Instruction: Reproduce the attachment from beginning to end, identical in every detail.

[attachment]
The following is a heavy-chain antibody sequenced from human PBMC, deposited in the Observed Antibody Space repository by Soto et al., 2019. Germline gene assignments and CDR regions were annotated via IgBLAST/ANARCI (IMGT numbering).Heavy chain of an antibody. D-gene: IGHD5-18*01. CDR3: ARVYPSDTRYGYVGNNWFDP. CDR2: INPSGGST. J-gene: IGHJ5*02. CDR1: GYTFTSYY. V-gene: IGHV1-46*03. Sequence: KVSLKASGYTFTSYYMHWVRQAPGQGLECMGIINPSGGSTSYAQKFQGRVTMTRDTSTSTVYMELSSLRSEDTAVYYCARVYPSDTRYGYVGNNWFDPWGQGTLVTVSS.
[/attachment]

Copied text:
The following is a heavy-chain antibody sequenced from human PBMC, deposited in the Observed Antibody Space repository by Soto et al., 2019. Germline gene assignments and CDR regions were annotated via IgBLAST/ANARCI (IMGT numbering).Heavy chain of an antibody. D-gene: IGHD5-18*01. CDR3: ARVYPSDTRYGYVGNNWFDP. CDR2: INPSGGST. J-gene: IGHJ5*02. CDR1: GYTFTSYY. V-gene: IGHV1-46*03. Sequence: KVSLKASGYTFTSYYMHWVRQAPGQGLECMGIINPSGGSTSYAQKFQGRVTMTRDTSTSTVYMELSSLRSEDTAVYYCARVYPSDTRYGYVGNNWFDPWGQGTLVTVSS.